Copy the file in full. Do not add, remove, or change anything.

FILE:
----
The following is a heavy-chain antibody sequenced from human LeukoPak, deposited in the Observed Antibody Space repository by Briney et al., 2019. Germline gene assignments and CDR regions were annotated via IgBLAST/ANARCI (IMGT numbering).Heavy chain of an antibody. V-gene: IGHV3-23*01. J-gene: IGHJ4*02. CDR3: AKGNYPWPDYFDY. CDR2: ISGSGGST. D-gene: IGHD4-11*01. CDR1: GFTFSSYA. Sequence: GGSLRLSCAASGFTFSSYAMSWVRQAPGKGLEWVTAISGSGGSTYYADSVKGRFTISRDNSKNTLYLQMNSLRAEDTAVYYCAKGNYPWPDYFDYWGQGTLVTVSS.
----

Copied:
The following is a heavy-chain antibody sequenced from human LeukoPak, deposited in the Observed Antibody Space repository by Briney et al., 2019. Germline gene assignments and CDR regions were annotated via IgBLAST/ANARCI (IMGT numbering).Heavy chain of an antibody. V-gene: IGHV3-23*01. J-gene: IGHJ4*02. CDR3: AKGNYPWPDYFDY. CDR2: ISGSGGST. D-gene: IGHD4-11*01. CDR1: GFTFSSYA. Sequence: GGSLRLSCAASGFTFSSYAMSWVRQAPGKGLEWVTAISGSGGSTYYADSVKGRFTISRDNSKNTLYLQMNSLRAEDTAVYYCAKGNYPWPDYFDYWGQGTLVTVSS.